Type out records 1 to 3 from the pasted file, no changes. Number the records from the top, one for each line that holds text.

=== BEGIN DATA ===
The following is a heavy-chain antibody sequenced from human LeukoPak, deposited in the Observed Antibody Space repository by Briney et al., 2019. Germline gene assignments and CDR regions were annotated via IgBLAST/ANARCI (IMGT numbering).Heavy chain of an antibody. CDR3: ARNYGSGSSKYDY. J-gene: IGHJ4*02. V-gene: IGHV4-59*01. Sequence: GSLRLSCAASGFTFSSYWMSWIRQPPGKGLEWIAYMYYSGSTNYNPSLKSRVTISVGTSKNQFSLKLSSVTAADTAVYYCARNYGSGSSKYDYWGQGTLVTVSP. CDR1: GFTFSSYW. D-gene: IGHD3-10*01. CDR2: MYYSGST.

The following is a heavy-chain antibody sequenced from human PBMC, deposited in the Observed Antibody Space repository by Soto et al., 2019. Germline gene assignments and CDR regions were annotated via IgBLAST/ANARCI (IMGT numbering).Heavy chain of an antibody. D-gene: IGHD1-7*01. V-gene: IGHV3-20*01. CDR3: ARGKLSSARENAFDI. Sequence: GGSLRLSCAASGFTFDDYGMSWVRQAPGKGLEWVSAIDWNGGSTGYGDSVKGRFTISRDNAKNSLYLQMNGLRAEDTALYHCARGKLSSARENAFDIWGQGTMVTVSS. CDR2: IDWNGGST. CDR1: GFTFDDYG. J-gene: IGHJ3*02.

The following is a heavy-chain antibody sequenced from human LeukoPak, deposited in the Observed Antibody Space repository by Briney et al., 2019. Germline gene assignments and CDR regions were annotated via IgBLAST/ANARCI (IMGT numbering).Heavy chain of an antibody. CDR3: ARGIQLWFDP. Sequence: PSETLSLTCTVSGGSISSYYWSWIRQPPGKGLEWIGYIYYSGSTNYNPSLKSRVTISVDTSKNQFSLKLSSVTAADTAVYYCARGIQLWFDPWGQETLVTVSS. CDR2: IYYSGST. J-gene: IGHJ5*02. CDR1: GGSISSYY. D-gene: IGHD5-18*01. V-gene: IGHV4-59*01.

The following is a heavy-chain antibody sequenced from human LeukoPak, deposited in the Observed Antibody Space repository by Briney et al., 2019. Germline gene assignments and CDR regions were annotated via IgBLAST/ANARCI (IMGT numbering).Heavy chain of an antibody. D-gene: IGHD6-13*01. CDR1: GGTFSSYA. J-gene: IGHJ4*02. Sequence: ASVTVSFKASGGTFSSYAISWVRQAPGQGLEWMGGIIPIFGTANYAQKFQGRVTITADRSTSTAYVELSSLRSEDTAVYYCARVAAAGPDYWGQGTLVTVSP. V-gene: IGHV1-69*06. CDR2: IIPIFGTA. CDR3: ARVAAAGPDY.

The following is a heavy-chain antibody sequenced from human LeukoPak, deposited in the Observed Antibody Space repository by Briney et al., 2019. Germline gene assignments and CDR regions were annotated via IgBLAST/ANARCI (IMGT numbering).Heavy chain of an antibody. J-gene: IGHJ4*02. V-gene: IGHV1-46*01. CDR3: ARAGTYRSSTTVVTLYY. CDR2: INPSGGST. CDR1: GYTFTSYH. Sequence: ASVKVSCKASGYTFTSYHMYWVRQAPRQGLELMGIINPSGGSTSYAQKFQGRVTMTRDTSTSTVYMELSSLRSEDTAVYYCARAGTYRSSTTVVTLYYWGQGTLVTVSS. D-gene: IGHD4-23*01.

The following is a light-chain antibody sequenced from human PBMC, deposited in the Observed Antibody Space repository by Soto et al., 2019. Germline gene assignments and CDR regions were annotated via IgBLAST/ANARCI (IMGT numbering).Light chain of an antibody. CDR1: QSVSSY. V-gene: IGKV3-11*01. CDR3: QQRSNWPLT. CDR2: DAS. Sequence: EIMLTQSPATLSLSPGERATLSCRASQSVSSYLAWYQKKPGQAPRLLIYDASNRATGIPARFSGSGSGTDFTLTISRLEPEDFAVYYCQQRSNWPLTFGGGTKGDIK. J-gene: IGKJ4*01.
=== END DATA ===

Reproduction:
The following is a heavy-chain antibody sequenced from human LeukoPak, deposited in the Observed Antibody Space repository by Briney et al., 2019. Germline gene assignments and CDR regions were annotated via IgBLAST/ANARCI (IMGT numbering).Heavy chain of an antibody. CDR3: ARNYGSGSSKYDY. J-gene: IGHJ4*02. V-gene: IGHV4-59*01. Sequence: GSLRLSCAASGFTFSSYWMSWIRQPPGKGLEWIAYMYYSGSTNYNPSLKSRVTISVGTSKNQFSLKLSSVTAADTAVYYCARNYGSGSSKYDYWGQGTLVTVSP. CDR1: GFTFSSYW. D-gene: IGHD3-10*01. CDR2: MYYSGST.

The following is a heavy-chain antibody sequenced from human PBMC, deposited in the Observed Antibody Space repository by Soto et al., 2019. Germline gene assignments and CDR regions were annotated via IgBLAST/ANARCI (IMGT numbering).Heavy chain of an antibody. D-gene: IGHD1-7*01. V-gene: IGHV3-20*01. CDR3: ARGKLSSARENAFDI. Sequence: GGSLRLSCAASGFTFDDYGMSWVRQAPGKGLEWVSAIDWNGGSTGYGDSVKGRFTISRDNAKNSLYLQMNGLRAEDTALYHCARGKLSSARENAFDIWGQGTMVTVSS. CDR2: IDWNGGST. CDR1: GFTFDDYG. J-gene: IGHJ3*02.

The following is a heavy-chain antibody sequenced from human LeukoPak, deposited in the Observed Antibody Space repository by Briney et al., 2019. Germline gene assignments and CDR regions were annotated via IgBLAST/ANARCI (IMGT numbering).Heavy chain of an antibody. CDR3: ARGIQLWFDP. Sequence: PSETLSLTCTVSGGSISSYYWSWIRQPPGKGLEWIGYIYYSGSTNYNPSLKSRVTISVDTSKNQFSLKLSSVTAADTAVYYCARGIQLWFDPWGQETLVTVSS. CDR2: IYYSGST. J-gene: IGHJ5*02. CDR1: GGSISSYY. D-gene: IGHD5-18*01. V-gene: IGHV4-59*01.